No, actually. They will not be persecuted. Other Christians will disagree and criticise. That’s not the same thing. Please stop using the word ‘persecution’ in this way. It’s utterly disrespectful of the suffering church throughout the world and throughout the ages.
However, we’re all right, because the ground has been prepared. The Alecs interviewed Bentley in January, and the controversial matter of his marriage separation, his ‘inappropriate relationship’ with Jessa, whom he went on to marry, is all subsumed under a ‘David and Bathsheba’ motif. Jesus forgave Peter for his three denials, and told him to forgive ‘seventy times seven’. Is Bentley simply a case of someone with a besetting sin who keeps needing the grace of a loving God, in the manner I spoke of Brennan Manning? If I argue that Bentley remains in the relationship that arguably broke up his first marriage and could therefore biblically be said to be adulterous (even though in the eyes of the law he is duly married), then David and Bathsheba are invoked. However, in that case, Bathsheba’s first husband was dead (albeit bumped off at David’s behest). Shonnah Bentley is alive, although in the interview apparently her pastor gave a statement on her behalf, saying she has forgiven Todd and she endorses his on-going ministry. Does that make it right?
There is still the uncomfortable question of verification around Bentley’s ministry. I’ve linked to evidence above that many claimed healings were nothing of the sort. In the current ‘revival’ in Durban, there are alleged manifestations of gold. But no, that’s not enough: there are diamonds as well. So how about some independent testimony? They could pay the expenses of the outreach if they truly are diamonds. There is also a Wendy Alec prophecy, that names specific places which will be affected in the claimed forthcoming revival. You might think that would make things potentially verifiable: will these cities and nations be strongly impacted with the gospel or not? However, it’s a little too vague, even for that, because there is no time frame, apart from a general ‘It is time’ statement. If someone says, ‘Johannesburg has not been transformed, Bulgaria has not been touched’, it will still be easy to say, ‘It isn’t that it hasn’t happened; it just hasn’t happened yet.’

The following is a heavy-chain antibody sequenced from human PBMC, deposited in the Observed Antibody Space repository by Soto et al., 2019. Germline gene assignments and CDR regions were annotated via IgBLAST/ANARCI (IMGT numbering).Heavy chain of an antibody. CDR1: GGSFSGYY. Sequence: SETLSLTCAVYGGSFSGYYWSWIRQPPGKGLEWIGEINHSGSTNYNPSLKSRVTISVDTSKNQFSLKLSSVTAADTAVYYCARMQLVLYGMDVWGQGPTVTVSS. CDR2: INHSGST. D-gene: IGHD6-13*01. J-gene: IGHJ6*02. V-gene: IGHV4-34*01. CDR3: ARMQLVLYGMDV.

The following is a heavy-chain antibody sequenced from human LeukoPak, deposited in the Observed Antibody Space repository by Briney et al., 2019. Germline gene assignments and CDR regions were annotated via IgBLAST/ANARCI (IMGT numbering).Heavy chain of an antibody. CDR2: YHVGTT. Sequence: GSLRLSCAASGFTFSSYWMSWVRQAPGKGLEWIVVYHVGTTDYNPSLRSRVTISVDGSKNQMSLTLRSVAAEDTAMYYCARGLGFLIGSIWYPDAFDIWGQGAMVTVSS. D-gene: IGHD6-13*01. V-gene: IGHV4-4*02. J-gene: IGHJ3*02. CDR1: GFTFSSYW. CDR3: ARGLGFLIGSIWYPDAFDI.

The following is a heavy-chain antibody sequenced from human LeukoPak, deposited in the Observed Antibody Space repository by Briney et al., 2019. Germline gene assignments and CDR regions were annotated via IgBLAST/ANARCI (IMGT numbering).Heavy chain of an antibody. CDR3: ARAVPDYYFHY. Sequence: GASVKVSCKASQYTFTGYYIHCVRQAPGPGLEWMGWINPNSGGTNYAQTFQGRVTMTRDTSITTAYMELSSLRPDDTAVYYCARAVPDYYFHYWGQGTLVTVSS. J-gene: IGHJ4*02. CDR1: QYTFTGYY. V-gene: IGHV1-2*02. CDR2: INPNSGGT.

My gut instinct, then, is still to draw a clear line between a Todd Bentley and a Brennan Manning. Both of them, like all of us, are or were sinners in need of restoration, but I am more at ease with one than the other. I think you can guess which.
For those who want to see the whole interview, this seems to be it:
The Daily Mail reports on a Derbyshire church that is sending its prayers, hymn words and readings over the wifi in the church café to worshippers equipped with tablet computers. Apparently it’s a hit with some of the visually impaired worshippers. The Leadership Team at one of my churches has engaged in a lot of research to see what we can do for people who are registered partially sighted, and iPads have been suggested to us. Here is a church actually doing it.
What do you think? Will it meet resistance or fear from some older worshippers who are nervous of the technology? Or is this a genuine way forward?